Friday, 14 January 2011

Censorship for nothing and bleeps for free

The little faggot with the earring and the makeup
Yeah buddy, that’s his own hair

That little faggot got his own jet airplane

That little faggot he’s a millionaire


... lyrics you will probably never hear again on the radio, now that they have been deemed "offensive".

They were deemed offensive because one individual, we'll call him Whiny-Pants McLooser to protect his identity, heard the word "faggot", ignored the context in which it is used, got offended, propagated his irrational offense to every other gay/bisexual/lesbian in the country, and complained to the Canadian Broadcast Standards Council on behalf of all of them. The Canadian Broadcast Standards Council, being staffed by politically correct zombies, ruled that it violates broadcast standards and cannot be played.

There will always be individuals out there that are hyper-sensitive, or lacking the intelligence required to put things in proper perspective. I don't blame Whiny-Pants for anything because it's not his fault. He has weaknesses, just as we all do. His shortcoming just happened to result in an externality that affects the rest of the country, albeit it in a small way; but that's only because the CBSC is full of idiots.

Organizations that have the capacity to infridge on personal freedoms and activities like the CBSC, the Canadian Human Rights Commission, and so forth, need to have very specific mandates and need to have extraordinary adherance to those specific mandates. Those mandates should focus protecting us from words and actions that genuinely incite hatred or have tangible negative effects on society at large. Their job is not to coddle the weakest member of society ... to protect the feelings of the most thin-skinned individual at the expense of everybody else.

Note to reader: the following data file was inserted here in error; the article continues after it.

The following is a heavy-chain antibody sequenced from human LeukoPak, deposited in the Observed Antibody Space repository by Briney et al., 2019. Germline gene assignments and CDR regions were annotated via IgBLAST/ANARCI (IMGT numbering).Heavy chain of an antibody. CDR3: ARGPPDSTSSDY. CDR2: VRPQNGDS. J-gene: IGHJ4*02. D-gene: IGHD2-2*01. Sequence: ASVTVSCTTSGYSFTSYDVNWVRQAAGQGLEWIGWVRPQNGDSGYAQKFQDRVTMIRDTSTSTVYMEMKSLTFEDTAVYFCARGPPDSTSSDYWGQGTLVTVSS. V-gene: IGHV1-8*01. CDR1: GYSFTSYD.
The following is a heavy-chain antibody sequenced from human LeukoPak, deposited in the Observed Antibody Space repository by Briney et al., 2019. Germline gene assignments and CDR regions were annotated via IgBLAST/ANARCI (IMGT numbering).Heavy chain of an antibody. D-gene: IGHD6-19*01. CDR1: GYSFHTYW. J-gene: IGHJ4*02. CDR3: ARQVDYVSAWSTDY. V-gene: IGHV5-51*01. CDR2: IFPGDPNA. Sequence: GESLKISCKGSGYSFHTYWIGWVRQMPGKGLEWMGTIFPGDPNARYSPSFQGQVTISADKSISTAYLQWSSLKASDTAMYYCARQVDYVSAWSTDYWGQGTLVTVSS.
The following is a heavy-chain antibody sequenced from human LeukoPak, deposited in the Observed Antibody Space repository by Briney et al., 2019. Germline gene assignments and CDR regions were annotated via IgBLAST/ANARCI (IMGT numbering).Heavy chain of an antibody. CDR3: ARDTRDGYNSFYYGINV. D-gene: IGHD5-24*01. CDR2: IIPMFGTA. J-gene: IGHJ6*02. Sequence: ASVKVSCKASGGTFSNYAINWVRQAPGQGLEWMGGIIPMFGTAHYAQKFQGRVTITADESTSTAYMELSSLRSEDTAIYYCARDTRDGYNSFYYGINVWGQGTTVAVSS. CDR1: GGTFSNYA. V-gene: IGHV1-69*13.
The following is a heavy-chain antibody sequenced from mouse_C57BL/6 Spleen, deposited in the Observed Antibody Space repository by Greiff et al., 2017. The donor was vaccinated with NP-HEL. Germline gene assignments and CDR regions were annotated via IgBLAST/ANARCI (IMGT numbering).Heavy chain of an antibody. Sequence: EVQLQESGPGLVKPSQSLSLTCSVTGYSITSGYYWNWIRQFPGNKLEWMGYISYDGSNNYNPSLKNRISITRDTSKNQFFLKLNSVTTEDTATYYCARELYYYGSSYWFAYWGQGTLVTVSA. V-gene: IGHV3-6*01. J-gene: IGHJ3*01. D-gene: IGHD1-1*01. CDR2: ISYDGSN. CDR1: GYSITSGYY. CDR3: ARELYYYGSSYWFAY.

The song "Money for Nothing" has been played on the radio for 25 years without producing any tangible negative effects on society. It has not caused any gays to get bashed to my knowledge. It has not incited hatred. The term "faggot" in this song doesn't even refer to a homosexual -- it is a term used with jealousy in reference to a rock star who gets all the "chicks" he wants. The CBSC has far overstepped it's mandate in banning the unedited version of this song, and has actually made things worse. Thanks to their decision, the word "faggot" has not only appeared in this blog for the first time, but has appeared hundreds of times in newspaper articles all across the country. More importantly, it has created unnecessary animosity against the gay/lesbian/bisexual community: "Money for Nothing" is an all-time classic rock song with an epic guitar/drum intro that compels you to crank up the volume when it comes on the radio. But no more ... thanks to the gays you can't hear it any more.

Why create this animosity over something so trivial as a rock song? A rock song that doesn't even have anything to do with gays? It is total stupidity. Once again, I have to use the "Complete loss of perspective" tag for a blog post. Sigh....

***